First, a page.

Expert Sets Guidelines for Improvement
The exergaming world was rocked by criticism following the use of exergaming as a replacement for traditional physical education. The story that originated in the UK has since circulated the globe with criticism from as far away as Australia for not being real exercise and for giving up on sport.
The articles highlighted research stating the console used was only 2 percent more extra effort over sedentary gaming. The odd part is this; the discouraging research came from the same university that praised the equipment via BBC news one year earlier.
If you are not confused by this U turn, you should be. I am used to seeing one research study contradict another, but never from the same source! Both studies did make national BBC news though, not that I am suggesting anything with that statement.
So step in Dean Horridge, from Fit for Sport and most recognised for his work with the TV show "Ian Wright's Unfit Kids" (pictured). In his most recent article he sets out a number of guidelines for schools to follow in order not to fall foul of the hype. I met Dean last year at a trade show, and he's worth listening to. Here is a summary of his tips for setting up a program and product selection to schools;
1. Discuss with kids what they want.
2. Involve the children in your testing.
3. Check suppliers research into activity.
4. Spend wisely, and do not buy without trying.
5. Get trained to use new equipment.
6. Change the sessions often to keep interest.
7. Plan for the long term suitability.
8. Keep safety in mind but maintain enthusiasm.
9. Make sure all kids can participate regardless of ability.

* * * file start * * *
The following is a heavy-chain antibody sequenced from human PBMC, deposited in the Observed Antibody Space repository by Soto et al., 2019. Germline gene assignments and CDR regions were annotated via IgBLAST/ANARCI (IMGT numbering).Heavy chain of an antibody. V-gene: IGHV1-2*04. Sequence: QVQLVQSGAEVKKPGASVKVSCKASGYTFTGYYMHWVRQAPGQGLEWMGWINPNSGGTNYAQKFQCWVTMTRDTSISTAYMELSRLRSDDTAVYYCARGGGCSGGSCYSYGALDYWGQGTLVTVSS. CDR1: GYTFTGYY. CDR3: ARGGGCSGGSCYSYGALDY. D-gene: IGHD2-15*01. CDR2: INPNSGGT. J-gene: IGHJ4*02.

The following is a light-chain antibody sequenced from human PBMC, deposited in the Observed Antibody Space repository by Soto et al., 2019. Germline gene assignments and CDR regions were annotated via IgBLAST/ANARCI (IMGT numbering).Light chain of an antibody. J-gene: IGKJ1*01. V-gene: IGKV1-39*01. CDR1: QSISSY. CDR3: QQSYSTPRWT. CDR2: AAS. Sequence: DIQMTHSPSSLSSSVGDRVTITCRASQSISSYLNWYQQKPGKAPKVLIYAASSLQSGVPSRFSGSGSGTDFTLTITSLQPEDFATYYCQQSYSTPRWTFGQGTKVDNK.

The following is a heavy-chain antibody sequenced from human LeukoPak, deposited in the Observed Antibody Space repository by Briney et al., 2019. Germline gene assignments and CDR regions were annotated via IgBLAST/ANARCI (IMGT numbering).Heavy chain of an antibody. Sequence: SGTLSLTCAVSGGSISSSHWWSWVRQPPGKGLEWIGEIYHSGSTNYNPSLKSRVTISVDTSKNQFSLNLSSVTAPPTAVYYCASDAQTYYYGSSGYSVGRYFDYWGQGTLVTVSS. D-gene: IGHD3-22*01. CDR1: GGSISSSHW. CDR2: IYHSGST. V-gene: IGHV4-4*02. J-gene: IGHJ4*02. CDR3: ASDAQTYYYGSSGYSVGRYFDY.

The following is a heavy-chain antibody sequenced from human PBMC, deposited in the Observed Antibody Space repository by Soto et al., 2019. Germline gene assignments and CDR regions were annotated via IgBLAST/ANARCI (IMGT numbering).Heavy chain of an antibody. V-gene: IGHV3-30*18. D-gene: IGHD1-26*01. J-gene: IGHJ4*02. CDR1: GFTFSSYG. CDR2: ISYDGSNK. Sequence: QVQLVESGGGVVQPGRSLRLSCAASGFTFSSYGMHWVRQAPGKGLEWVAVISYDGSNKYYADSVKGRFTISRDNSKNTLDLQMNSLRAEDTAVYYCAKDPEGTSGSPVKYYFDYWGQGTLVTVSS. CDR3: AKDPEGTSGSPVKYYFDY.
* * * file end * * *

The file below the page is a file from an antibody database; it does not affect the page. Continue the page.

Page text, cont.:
10. Watch out for equipment storage needs.
I have not specifically mentioned any products in the post, because the experience of a failed exergaming program could be applicable to any equipment, no matter how good or bad the machines are.
Obviously choosing equipment where the cardio fitness benefits and sustainability are beyond doubt is the best start - but then again, I would say that!!
Friday, February 29
Expert Sets Guidelines for Improvement
Sunday, February 24
Wii Fit is Actually Designed to Make You Stand Still "I forgot to mention something important earlier: I don’t think Wii Fit’s purpose is to make you fit" said Miyamoto
In a previous post here, I defended Nintendo Wii Sports against the media tide of disillusionment in the value of the game as real exercise. I also added Wii Fit was intended to make you fit but according to Nintendo's Shigeru Miyamoto, who conceived the idea of Wii Fit, I was wrong.
Buried deep in the US site Wii.com, and commented on by Kotaku, he indicated the true purpose of Wii Fit is not to get you fit, but in fact to help you stand still better.
Miyamoto explains, "If you’re standing still, and it tells you 'Your body is swaying', you can see on the training results screen that your body has been shaking."
I still believe that Wii Fit will help you become fitter, because it tracks your weight which will make you aware of the exercise you need to do. Having said that, there is a brain training style feature on Wii Sports to test your fitness age.